[LINK] Google Christmas logo
stephen at melbpc.org.au
Sun Dec 24 01:43:25 AEDT 2006
At 08:04 PM 23/12/2006, Jan Whitaker wrote:
> At 07:17 PM 23/12/2006, Reagan Blundell wrote:
>> For what it's worth, I see the kanagroo christmas logos from here
>> in Switzerland, so it isn't .au specific.
> Thanks for letting us know that, Reagan! I hoped that was the case.
> I wonder what the story behind it is. Could it be drawn by an Aussie
> transplant working at Google? Cheers Jan
It is amazing, right now Google must surely be at net-saturation-point:
WebProNews December 23, 2006
Eight Internet Winners In 2006: Jason Lee Miller | Staff Writer
The year 2006 was a major year for all things Internet related.
In fact, it might remembered as the year the Internet exploded.
Record broadband adoption, major government attention, and the
advent of video and social media made it the net's best year ever.
To commemorate that, we've come up with a list of Internet
winners, because everybody loves a good end-of-the-year list.
Internet Winners In 2006
Every year for Google has been a breakout year for the eight-
year-old company, but 2006 was a blockbuster. Besides adding
user-generated video phenom YouTube to its roster for $1.65
billion in stock, Google remained a favorite of Wall Street,
with stock catapulting over $500 per share. That spike was
more than enough to cover the cost of purchasing YouTube.
And then they moved in with NASA.
If Google was a winner just for acquiring YouTube, then YouTube
founders Chad Hurley and Steven Chen, who created a site and
flipped it for major moolah, in just a year and a half, without
even demonstrating how the site could turn a profit, are the
biggest table scrap winners of the year. They still run their
company and still got those stock certificates.
Dialup Internet access has become akin to having outdoor
plumbing. In the US, broadband access hit nearly 80 percent
of the population. Because people no longer had to begin
downloading a large file and then go to dinner while it
finished, they spent more time actually enjoying video and
audio content on the Web.
Happy days are here again for the corporate attorney. As Internet
companies become Web giants, the window for lawsuit, valid or
not, frivolous or not, gets a lot bigger. Google settles with
advertisers angry over click fraud for $90 million - that's $60
million in advertising credit for the advertiser and $30 million
cash for the attorneys who won that case. Yahoo's lawyers are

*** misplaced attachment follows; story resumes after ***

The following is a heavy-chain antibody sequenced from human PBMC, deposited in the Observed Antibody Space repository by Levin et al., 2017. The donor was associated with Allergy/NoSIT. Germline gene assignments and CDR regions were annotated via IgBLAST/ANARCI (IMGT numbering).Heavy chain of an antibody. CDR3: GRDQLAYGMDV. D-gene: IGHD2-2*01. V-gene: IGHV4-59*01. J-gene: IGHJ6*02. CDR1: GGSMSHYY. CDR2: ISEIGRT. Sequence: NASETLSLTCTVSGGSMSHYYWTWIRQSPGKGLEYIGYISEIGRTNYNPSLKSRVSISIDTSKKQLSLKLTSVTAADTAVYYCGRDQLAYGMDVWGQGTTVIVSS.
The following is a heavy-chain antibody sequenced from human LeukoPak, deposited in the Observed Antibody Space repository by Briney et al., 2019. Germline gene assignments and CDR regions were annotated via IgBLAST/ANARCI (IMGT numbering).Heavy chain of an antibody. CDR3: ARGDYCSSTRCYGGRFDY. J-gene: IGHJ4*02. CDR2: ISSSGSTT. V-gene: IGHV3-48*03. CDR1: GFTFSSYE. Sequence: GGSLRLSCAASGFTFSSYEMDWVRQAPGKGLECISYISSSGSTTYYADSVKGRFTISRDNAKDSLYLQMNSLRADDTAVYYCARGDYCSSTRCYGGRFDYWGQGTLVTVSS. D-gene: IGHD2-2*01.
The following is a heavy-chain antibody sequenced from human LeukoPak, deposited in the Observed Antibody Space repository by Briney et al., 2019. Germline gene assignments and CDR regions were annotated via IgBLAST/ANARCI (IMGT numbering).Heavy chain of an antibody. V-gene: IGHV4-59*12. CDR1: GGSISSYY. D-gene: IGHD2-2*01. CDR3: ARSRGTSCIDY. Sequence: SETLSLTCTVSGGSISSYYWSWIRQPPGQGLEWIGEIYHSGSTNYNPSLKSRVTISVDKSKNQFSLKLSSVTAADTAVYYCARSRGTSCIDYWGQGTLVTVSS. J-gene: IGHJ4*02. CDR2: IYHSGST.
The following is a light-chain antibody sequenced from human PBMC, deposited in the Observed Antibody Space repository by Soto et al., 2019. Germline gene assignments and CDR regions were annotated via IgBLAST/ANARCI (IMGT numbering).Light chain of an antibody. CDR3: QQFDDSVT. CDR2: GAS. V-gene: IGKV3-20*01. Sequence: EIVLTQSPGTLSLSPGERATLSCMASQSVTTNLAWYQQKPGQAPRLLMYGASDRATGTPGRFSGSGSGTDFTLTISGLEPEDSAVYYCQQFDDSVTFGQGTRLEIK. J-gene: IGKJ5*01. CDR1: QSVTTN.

so good, all they had to say was 'sorry about that' and write a
check for $5 million to the complainant's attorneys.
5. Social Media
For the end user it's been all about friends' lists, blogs,
wikis, amateur videos, vlogging, podcasting, and instant
messaging. From the consumer end, it's been a communication
bonanza and the official creation of the citizen media. Ideally,
the elite and powerful only provide the means by which the people
communicate, not control the communication itself, and the people
are eating up. And for the professional media, if we hear the
words "MySpace" or "YouTube" one more time...
The word "podcast" may have been Oxford's word of the year
in 2005, but nobody really knew anything about it until 2006.
Now organizations of all types - newspapers, corporations,
educational institutions, radio stations, kids - have started
their own virtual radio stations. Though Apple made threats to
those audacious enough to use the term "podcast," a trademark
infringement Apple said, all it took was a tongue-in-cheek
one-dollar check to Apple head Steve Jobs to get official
approval to podcast at will.
7. The Man
In all his incarnations, in government, media, or corporate America,
The Man came out far ahead of the rest, even if he were scratched
and bruised on the way. The G-Man, and his DOJ minions, strong-
armed all the major search engines for their search data and got
it, even from Google. Phones were tapped, records were seized,
and online gambling, except that which is preferred by The Man,
was banned. In China, The Man again forced Google to alter its
search results to match the imposed cultural hegemony.
8. The Proletariat
However, The Man hasn't always won this year. Though the
telecommunications industry (one of The Man's most powerful
front organizations) had Congress wrapped around its green finger,
there were enough grass roots to forestall any legislation without
meaningful Net Neutrality protections. With a massive Republican
defeat in Washington, Net Neutrality has a fighting chance.
When AOL tried to impose the equivalent of an email tax, the people
revolted and AOL was forced to reconsider.
When Britain proposed a blogger code of conduct, again the
proletariat told The Man where to shove it.
When TV wasn't as entertaining, when news wasn't as neutral or
biased as it needed to be, when radio was too censored, and movies
were far too polished, the people took the media into their own
hands, which makes The Man very, very nervous.
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